Due to unprecedented demand and safe working, we will not be able to deliver any orders placed THIS WEEK until after Monday, 27th April.

PLEASE BEAR WITH US AS WE MANAGE CURRENT ORDERS IN THESE EXTRAORDINARY TIMES.

Grey Alder Saplings for Sale

Free Delivery  FREE DELIVERY On orders over £60
Free Return  FREE RETURNS
5 Years Guarantee For signed up members
Misc Wildlife Value
Area Coastal Areas, Exposed Windy Areas, Frost Pockets
Soil Acidic, Poor/Dry, Wet
Also Good Autumn Colour
  Buy 10 or more bareroot plants and save

SIZES 1-9 10-4950-249250-9991000+
60/80 cm Out of Stock £2.82Out of Stock£1.68Out of Stock£1.56Out of Stock£1.20Out of Stock£0.96
90/120 cm Out of Stock £3.72Out of Stock£1.92Out of Stock£1.92Out of Stock£1.56Out of Stock£1.32
  Prices include VAT

Out of Stock

£2.03

Alder, Grey needs...
  • Rootgrow Root Stimulant

    Rootgrow

    From £5.64

  • Tree Planting pack - mulch mat, pegs, stake and tie

    Tree Planting Pack

    From £10.19

  • Rootgrow bareroot tree trial

    Rootgrow Afterplant Tree & Shrub

    From £6.95


Customers also viewed...
  • Rootgrow Root Stimulant

    Rootgrow

    From £5.64

  • Mature Scots Pine Tree

    Pine, Scots

    From £3.48

  • Ashridge Trees Guard. 60cm and 120cms. Stake not included

    Tree Guard - Ashridge

    From £1.20

  • Hazel Leaves & Nuts

    Hazel, Common - Corylus avellana

    From £2.28


Grey Alder Saplings

Grey Alder, Alnus incana, is a very hardy tree that loves wet sites and will thrive on poor soil if it is in full sun. It can be used in a rough country hedge, but we really recommend Italian Alder or Common Alder instead for use as hedging. Grey Alder tends to produce suckering stems from the base of the tree that are good for supporting wildlife. Grey Alder trees can reach 30 metres tall in ideal conditions, but 20-22 metres is more normal. The plants on this page are young saplings, ideal for woodland planting projects. You can also buy larger Grey Alder trees and the ornamental variety, Alnus incana 'Aurea', either of which will give you more of an instant impact in a garden. You can also look at the rest of our hedging plants and bareroot shrubs

Grey Alder plants are only delivered bareroot, during winter (Nov-March).

Choosing a size:
When you are ordering Grey Alder, we generally recommend that you use plants that are graded at 40/60cms or 60/80cms, especially if you are using them for a hedge. They are cheaper than large plants, easier to handle and they will establish well in poor conditions. Use larger plants if you want a tall tree quickly.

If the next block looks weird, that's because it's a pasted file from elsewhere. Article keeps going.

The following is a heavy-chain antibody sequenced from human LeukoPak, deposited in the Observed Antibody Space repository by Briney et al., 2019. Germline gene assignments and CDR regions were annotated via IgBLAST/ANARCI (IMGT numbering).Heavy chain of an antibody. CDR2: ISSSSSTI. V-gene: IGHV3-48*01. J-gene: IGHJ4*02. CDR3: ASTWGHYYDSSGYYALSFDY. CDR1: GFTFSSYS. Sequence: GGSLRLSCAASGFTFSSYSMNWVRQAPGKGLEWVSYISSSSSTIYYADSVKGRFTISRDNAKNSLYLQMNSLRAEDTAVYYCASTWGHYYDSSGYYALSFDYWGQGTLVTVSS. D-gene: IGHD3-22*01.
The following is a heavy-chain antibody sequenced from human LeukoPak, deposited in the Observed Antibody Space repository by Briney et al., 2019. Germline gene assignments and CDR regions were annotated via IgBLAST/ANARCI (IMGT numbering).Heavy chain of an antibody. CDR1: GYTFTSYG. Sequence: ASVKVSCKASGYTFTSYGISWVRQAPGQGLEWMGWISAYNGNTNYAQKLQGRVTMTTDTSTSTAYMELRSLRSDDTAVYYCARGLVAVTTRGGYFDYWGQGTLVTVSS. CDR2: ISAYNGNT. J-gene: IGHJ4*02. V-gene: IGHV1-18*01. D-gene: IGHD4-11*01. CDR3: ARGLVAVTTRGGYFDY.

All our sapling trees are measured by their height in centimetres above the ground (the roots aren't measured).

General description of Grey Alder plants:

Grey Alder is a very vigorous tree that will grow in any soil apart from chalk or very acidic peat. It needs plenty of sun and although it will grow on dry soil, it really prefers wet sites that are prone to waterlogging. It has silver-grey young leaves and shoots and the bark is also grey. It bears decorative, 10cm long, yellow-pink male catkins in early spring, alongside the green female cones, which mature by the autumn. The seed is windborne, but some small birds will still snack on a few of them. This tree is very hardy and will grow in the coldest Scottish frost pockets or exposed hillsides. The alders are pioneer species: they are quick to take advantage of open soil, quick to reach maturity and quick to die, by tree standards. After 90-100 years, Grey Alder's main trunk will begin to die back. If its lower stems are in the shade, the whole tree will die. This process is an essential part of woodland ecosystems and alders are often planted as companion trees for other, slower growing plants (like Oak) in forestry projects.
Note on Alder roots: Alder has invasive roots that can break old water pipes and damage the foundations of old buildings or walls. 30 metres away from vulnerable structures is a safe distance to plant Alder. New build, concrete foundations are not at risk.

History & uses of Alnus incana

Grey Alder is a European and Russian tree that was introduced to Britain in the 1700's. Grey alder wood isn't very strong or good to burn, but it is rot resistant and easy to carve. It is a traditional material for making clogs.


Bareroot planting is best done between October and April
Bareroot and potted - what's the difference?

Hi, just a note to let you know that we do use cookies for our web site. They are used to help us determine what our customers really want and therefore to give them the best service they deserve. We also use cookies to enable you to buy products from us online and do so in a convenient and secure manner.

Thank you, The Ashridge Nurseries Team.

Back to top

Leave us a message!